Russia faces economic pain and isolation in 2023

STORY: Russia faces more economic pain and isolation in 2023.

Despite U.S. intelligence warnings, many European and Ukrainian officials didn't believe Russia would invade.

Their logic: it would irrational of President Vladimir Putin and far too much for his army to bite off.

Nonetheless, Putin incensed by what he saw as Ukraine's westwards pivot, ordered his quote “special military operation.”

Russia's invasion of Ukraine upended geopolitics.

NATO expansion was the very thing Putin opposed – now the alliance is poised to add Finland and Sweden.

Previously Ukraine struggled to get the West interested in its conflict with Russia, but it’s now receiving unimaginable international support.

The U.S. is providing the lion's share of the financial and military aid required to keep Ukraine in the fight.

Meanwhile harsh sanctions are shrinking Russia’s role as one of the world's big energy and commodity producers.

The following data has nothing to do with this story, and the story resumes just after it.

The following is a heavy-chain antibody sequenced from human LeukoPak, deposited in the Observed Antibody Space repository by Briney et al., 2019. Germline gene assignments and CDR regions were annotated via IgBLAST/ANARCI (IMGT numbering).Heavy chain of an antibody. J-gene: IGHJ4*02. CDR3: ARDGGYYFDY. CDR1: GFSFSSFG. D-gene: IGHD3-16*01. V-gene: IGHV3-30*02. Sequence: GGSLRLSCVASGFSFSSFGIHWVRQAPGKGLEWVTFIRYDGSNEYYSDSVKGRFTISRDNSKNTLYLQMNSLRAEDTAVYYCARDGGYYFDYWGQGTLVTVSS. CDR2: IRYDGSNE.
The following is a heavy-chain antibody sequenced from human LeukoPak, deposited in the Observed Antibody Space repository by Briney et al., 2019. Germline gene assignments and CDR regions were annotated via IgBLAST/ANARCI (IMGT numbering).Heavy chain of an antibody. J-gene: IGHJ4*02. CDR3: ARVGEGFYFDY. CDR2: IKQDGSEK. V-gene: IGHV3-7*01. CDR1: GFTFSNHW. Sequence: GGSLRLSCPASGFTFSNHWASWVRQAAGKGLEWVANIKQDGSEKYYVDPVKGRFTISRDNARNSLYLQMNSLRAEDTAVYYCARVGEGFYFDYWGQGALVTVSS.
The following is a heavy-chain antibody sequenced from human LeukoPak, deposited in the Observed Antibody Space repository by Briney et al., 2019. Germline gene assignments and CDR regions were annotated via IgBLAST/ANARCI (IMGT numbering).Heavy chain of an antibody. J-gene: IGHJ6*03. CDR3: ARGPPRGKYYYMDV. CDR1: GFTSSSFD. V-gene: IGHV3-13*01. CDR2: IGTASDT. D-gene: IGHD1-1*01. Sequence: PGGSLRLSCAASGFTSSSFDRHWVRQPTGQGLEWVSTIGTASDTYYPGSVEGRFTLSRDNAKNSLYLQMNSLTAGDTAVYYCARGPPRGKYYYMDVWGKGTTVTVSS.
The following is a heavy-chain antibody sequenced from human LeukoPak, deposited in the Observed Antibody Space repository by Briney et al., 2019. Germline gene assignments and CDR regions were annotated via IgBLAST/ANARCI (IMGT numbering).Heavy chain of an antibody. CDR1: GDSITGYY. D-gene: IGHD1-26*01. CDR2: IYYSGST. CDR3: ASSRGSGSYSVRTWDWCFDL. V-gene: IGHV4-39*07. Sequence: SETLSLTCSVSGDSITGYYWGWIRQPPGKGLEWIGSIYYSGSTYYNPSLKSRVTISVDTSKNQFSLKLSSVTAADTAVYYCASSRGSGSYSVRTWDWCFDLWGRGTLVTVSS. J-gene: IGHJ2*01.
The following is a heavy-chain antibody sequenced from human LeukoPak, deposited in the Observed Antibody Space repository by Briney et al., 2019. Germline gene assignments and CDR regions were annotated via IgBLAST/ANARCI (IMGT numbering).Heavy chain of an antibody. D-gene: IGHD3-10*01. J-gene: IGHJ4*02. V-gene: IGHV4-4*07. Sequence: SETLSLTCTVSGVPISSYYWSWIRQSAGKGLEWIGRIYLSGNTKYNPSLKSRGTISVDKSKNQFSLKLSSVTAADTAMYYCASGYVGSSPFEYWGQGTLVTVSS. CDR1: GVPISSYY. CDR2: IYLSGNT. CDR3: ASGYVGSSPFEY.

Even a temporary ceasefire is looking hard to achieve.

Ukraine insists Russia must withdraw from all its territory, including Crimea, before any peace talks happen.

Russia can expect more Western attempts at isolation in 2023 – including of Putin personally.

Iran, North Korea and Belarus remain staunch supporters. And China and India are buying heavily discounted Russian oil.

But Beijing hasn't been as publicly supportive as expected.

Moscow will also have to manage its sanctions-hit economy - while potentially slashing funding for services.

And - economic stability is linked to political stability.

Sources told Reuters in October, that Putin's grip on power could also loosen quickly if defeat in Ukraine looms.